Captain Charles Hazlitt Upham VC and Bar
The history of the UK’s membership of the European Union is the history of the UK shitting on its Commonwealth family (pardon me for the language). Here’s one man from a fine member of the Commonwealth family, New Zealand, whose life deserves a mention. It does sadden me somewhat to contemplate the extent to which the UK’s Political Class drools over the prospect of favouring our country’s relationship with an unelected, unaccountable, kleptocratic autocracy over our relationship with the British Commonwealth.
Only 3 men have ever won 2 Victoria Crosses: 2 were Medical Officers (Colonel A Martin-Leake in the Boer War and WW1, and Captain N G Chavasse in WW1) and the third was Captain Charles Upham, an officer in the New Zealand Military Forces inWW2. Recently I came across a ‘This Is Your Life’ episode where the subject was Captain Upham – the programme is embedded below.
In 1961, 43% of British exports went to the Commonwealth, as against only 17% to the then Common Market. In 1960, the UK had taken more than half of New Zealand’s exports and a quarter of those from several other Commonwealth countries including Australia and India. Yet the essence of joining the Common Market was that the UK would have to raise barriers against these Commonwealth imports, while the UK’s new Common Market partners would soon be able to export their goods to Britain tariff-free.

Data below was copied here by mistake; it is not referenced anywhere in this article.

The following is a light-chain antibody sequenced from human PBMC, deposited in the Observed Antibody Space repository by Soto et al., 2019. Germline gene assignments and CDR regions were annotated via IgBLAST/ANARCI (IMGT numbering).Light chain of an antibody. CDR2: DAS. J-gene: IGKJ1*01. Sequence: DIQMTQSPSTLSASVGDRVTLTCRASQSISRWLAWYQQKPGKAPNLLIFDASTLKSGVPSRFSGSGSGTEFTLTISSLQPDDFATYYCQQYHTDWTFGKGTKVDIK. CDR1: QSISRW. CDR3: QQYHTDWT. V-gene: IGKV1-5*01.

As the price of Britain’s entry to the Common Market, we and our Commonwealth partners were expected to abandon much of our existing trade with each other. These were countries which, less than 20 years before, had sent 4 million of their citizens to fight alongside Britain in WW2. Now they were to be dealt a mighty economic blow which most were to see as incomprehensible betrayal. Harold Macmillan was the Tory Prime Minister of the time.
In 1962, Captain Upham denounced the British government’s attempt to enter the Common Market saying that, ‘Britain will gradually be pulled down and down, and the whole English way of life will be in danger.’ He reiterated the point in 1971 saying, ‘Your politicians have made money their god, but what they are buying is disaster.’ He added, ‘They’ll cheat you yet, those Germans.’ Clearly, Captain Upham was not only extraordinarily brave, but also remarkably prescient.
Why not take half-an-hour or so to watch Captain Upham’s life being recounted here and in so doing reflect upon the British Prime Minister’s decision to lead the UK towards the status of European Union vassal state – following dutifully in the footsteps of his fellow, patrician Tory Prime Minister’s policy of shafting the Commonwealth.